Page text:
Rather than moving through the history of clitoral surgery in a purely chronological fashion, Rodriguez has organized her chapters around the reasons that female circumcision and clitoridectomy were performed. The first two chapters, for example, address clitoral surgery as a treatment for masturbation, first in adult women and then in female children. These surgeries were often requested by family members or by the patients themselves, and Rodriguez perceptively notes the importance of race and class in this history — clitoral surgery was employed, in many of these cases, to eliminate any expression of female sexuality that transgressed the boundaries of appropriate white, middle-class women’s behavior. Similarly, a chapter on surgeries to treat enlarged or “abnormal” clitorises connects this purportedly medical problem with social and cultural concerns — large clitorises were seen as more common in both lesbians and women of color, who were perceived as hypersexual. Though the chapters on female circumcision as a means of enhancing female pleasure during penetrative marital intercourse are a bit denser and not quite as clearly argued, they also make important contributions to the scholarship, detailing the connections between clitoral surgery, the so-called “vaginal orgasm,” and evolving social and cultural ideas about female sexual pleasure.
Readers of Nursing Clio may be especially interested in the ways that Rodriguez connects these surgeries both to contemporary plastic surgeries like “vaginal rejuvenation” and to political debates about female genital mutilation (FGM), which typically envision clitoral cutting as both foreign and non-medical. Sometimes historical monographs place more current events in their introductions and epilogues as a sort of false-feeling proof of relevance, but in this case, it absolutely makes sense. Rodriguez is, in fact, exploring the historical backdrop of these phenomena and revealing the persistent connections between medical approaches to female bodies and social and cultural prescriptions about women’s lives. This history is relevant to our understanding of gender, sexuality, and medicine in the twenty-first-century United States.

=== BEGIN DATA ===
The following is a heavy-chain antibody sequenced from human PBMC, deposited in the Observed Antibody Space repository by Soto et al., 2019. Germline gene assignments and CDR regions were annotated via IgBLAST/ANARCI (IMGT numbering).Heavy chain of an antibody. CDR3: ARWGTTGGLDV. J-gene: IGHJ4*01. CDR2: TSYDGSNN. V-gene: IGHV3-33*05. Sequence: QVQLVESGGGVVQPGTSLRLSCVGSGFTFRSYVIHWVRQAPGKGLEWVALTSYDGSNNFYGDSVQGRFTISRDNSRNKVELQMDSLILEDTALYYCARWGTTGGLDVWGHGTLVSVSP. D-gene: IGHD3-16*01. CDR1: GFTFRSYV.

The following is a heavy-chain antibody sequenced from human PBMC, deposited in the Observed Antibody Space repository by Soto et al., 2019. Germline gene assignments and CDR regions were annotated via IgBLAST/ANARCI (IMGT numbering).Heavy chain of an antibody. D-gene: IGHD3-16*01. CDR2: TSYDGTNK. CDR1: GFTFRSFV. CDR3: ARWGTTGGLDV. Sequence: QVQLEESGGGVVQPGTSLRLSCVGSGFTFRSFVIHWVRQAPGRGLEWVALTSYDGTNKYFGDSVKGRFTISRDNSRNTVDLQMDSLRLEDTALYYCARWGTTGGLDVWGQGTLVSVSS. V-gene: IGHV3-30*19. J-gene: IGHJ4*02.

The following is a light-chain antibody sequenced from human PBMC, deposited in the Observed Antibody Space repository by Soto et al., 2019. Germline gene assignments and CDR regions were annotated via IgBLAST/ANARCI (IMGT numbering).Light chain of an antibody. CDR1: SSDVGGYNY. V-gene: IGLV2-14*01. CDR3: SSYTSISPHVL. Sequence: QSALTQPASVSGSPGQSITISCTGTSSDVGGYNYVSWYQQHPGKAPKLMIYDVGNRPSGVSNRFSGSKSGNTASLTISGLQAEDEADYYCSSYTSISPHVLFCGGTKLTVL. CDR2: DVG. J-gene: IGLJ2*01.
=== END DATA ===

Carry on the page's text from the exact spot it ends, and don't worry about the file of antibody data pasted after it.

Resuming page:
Though I often wished for a more narrative approach — the book is at its most fascinating when Rodriguez discusses specific case histories, and I wanted more of those — I do recommend Female Circumcision and Clitoridectomy in the United States to readers who want to know more about clitoral surgeries in the American context. The book would also make an excellent teaching tool; it would fit well on syllabi for women’s history, the history of medicine, or the history of sex.
 See G. J. Barker-Benfield, The Horrors of the Half-Known Life (New York: Harper, 1976); Ann Dally, Women under the Knife: A History of Surgery (New York: Routledge, 1992); John Duffy, “Masturbation and Clitoridectomy: A Nineteenth-Century View,” Journal of the American Medical Association 19 (October 1963), 246-248; Elizabeth Reis, Bodies in Doubt: An American History of Intersex (Baltimore: Johns Hopkins University Press, 2009).
For Further Reading
Barker-Benfield, G.J. The Horrors of the Half-Known Life. New York: Harper, 1976.
Groneman, Carol. Nymphomania: A History. New York: W.W. Norton, 2000.
Laqueur, Thomas. Solitary Sex: A Cultural History of Masturbation. New York: Zone Books, 2003.
Lewis, Carolyn Herbst. Prescriptions for Heterosexuality: Sexual Citizenship in the Cold War. Chapel Hill: University of North Carolina Press, 2010.
Roy, Judith M. “Surgical Gynecology.” In Women, Health, and Medicine in America: A Historical Handbook, edited by Rima D. Apple, 173-95. New Brunswick: Rutgers University Press, 1992.